History News Network –In several polls and surveys conducted in the 1970s and 1980s, researchers discovered what at first seemed an astonishing fact: a majority of Americans who identify themselves as Irish also identify themselves as Protestant. For a nation (and an ethnic group for that matter) that had grown so accustomed to conflating Irishness with Catholicism, this announcement was greeted with disbelief. Among some Irish Catholics, the reaction was anger.

The explanation for the find is actually quite simple. Huge numbers of Irish immigrants came to America in the colonial period (indeed, 30 percent of all immigrants from Europe arriving between 1700 and 1820 came from Ireland) and the great majority of them were Presbyterians from Ulster. Of the many thousands of Catholics who came in the 17th and 18th centuries, most appear to have converted to some form of Protestantism.

The Protestant descendents of these early Irish arrivals have been multiplying ever since. In contrast, the great migration of Irish Catholics began only in the 1830s (during which time, of course, many Protestant Irish continued to come). A poll conducted by the National Opinion Research Center makes this point clear: in the 1970s, only 41% of Irish Catholics were fourth generation or more as compared to 83% of Irish Protestants.

Missippi Burnin’ or Belfast Burnin’

Culture ˈkəlCHər

Belfast Burnin

as seen by

Ku Klux Klan

Change all occurences of Missippi with Loyalist …
American change to British, Irish, Irish Scots, whatever …

Clayton Townley – Local business man

“I told you, I’m a businessman. I’m also a Mississippian, and an American! And I’m getting SICK and TIRED of the way us Mississippians are getting our views distorted by you newsmen and on the TV. So let’s get this straight. We do NOT accept Jews, because they REJECT Christ! And their control over the International Banking Cartels are at the root of what we call Communism today. We do not accept Papists, because they bow to a Roman dictator! We do not accept Turks, Mongrels, Tartars, Orientals nor Negroes because we are here to protect Anglo-Saxon Democracy, and the American way!”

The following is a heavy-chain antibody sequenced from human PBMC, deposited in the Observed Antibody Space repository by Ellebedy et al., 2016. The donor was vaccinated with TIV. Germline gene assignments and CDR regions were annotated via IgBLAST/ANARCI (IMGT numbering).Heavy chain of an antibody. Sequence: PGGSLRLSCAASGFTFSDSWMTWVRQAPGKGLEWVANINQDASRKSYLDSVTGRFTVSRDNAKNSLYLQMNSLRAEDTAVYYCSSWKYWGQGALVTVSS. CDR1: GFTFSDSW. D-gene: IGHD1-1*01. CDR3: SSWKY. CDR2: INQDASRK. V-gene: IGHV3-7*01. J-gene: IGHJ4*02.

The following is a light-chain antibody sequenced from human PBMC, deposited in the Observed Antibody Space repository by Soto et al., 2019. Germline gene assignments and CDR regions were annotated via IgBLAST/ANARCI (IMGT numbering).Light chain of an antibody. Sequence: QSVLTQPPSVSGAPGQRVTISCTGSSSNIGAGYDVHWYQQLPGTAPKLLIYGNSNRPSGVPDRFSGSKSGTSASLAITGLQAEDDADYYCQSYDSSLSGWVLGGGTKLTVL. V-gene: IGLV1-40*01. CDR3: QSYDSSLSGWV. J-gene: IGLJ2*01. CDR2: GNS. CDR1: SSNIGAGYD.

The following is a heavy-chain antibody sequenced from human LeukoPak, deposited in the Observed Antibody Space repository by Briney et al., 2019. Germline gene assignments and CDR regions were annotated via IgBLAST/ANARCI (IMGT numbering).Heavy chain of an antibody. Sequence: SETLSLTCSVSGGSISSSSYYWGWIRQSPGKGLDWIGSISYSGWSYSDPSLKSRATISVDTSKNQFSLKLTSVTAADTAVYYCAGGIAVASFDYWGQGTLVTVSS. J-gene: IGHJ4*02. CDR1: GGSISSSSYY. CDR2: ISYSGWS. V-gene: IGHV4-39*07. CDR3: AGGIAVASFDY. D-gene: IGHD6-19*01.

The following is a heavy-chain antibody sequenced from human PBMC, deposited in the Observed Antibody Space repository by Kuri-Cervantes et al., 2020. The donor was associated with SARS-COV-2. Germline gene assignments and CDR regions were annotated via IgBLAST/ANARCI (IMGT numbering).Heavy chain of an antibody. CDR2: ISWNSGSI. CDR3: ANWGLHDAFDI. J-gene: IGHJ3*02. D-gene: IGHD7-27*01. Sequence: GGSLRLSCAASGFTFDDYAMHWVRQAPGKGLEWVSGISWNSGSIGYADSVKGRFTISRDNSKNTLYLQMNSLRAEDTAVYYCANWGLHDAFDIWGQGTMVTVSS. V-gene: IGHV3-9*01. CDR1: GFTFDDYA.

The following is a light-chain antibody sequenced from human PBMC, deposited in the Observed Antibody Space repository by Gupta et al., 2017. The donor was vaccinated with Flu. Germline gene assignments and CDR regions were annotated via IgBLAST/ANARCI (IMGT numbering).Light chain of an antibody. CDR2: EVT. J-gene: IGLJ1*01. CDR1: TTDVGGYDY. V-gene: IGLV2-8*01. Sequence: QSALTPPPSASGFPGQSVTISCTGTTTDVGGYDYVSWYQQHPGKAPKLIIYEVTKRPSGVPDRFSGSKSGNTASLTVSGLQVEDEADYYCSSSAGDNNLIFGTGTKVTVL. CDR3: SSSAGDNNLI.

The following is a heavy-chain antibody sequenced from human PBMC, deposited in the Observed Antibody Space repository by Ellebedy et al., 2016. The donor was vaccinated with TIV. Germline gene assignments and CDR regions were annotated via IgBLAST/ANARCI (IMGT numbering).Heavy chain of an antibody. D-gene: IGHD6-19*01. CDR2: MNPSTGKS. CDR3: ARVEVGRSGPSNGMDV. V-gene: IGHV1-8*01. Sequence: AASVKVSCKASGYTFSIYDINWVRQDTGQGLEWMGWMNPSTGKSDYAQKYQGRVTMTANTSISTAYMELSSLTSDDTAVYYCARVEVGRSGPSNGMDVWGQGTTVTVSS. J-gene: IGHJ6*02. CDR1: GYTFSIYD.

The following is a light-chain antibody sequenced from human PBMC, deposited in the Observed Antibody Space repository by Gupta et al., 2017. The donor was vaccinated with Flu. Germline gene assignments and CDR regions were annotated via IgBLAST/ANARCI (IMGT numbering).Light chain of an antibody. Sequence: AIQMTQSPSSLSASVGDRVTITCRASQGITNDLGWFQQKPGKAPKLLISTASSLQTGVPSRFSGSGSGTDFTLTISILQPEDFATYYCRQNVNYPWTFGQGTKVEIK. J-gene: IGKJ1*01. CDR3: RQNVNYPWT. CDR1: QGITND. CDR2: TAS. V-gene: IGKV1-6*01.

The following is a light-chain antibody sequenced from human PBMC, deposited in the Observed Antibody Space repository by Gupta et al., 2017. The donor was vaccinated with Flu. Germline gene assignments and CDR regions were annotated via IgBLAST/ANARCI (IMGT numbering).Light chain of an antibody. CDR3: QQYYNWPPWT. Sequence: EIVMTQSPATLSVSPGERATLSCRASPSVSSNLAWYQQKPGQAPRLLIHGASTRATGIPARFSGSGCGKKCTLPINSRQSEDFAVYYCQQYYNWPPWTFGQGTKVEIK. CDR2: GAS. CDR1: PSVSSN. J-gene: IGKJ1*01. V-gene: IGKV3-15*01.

Clayton Townley – also KuKluxKlan  leader

Ignorance breeds hate …

Lets educate …

 

The Uneasy Peace In Britain’s Legacy Colony On The Island Of Ireland

Toxic Past

AN SIONNACH FIONN

The Police Service of Northern Ireland (PSNI), the United Kingdom’s militarised policing force in the Six Counties, has released its 2016-17 statistics for paramilitary-related incidences in the contested region and they make for grim reading:

  • 61 paramilitary gun attacks, resulting in 28 casualties (25 by Republican groupings, 3 by pro-UK Loyalists)
  • 23 paramilitary bombings
  • 5 deaths in paramilitary incidences or attacks
  • 66 paramilitary physical assaults, a majority related to so-called “punishment beatings” (10 by Republicans, 58 by pro-UK Loyalists)
  • 137 arrests related to paramilitary offences
  • 19 charged with membership of a paramilitary organisation and/or carrying out paramilitary-related activities

An occupied territory is an ungovernable territory, one where peace will always be no more than a façade. That is the essential truth of Irish and British history and it remains unaltered by three decades of political progress and compromise. We are all prisoners of Britain’s toxic past.

View original post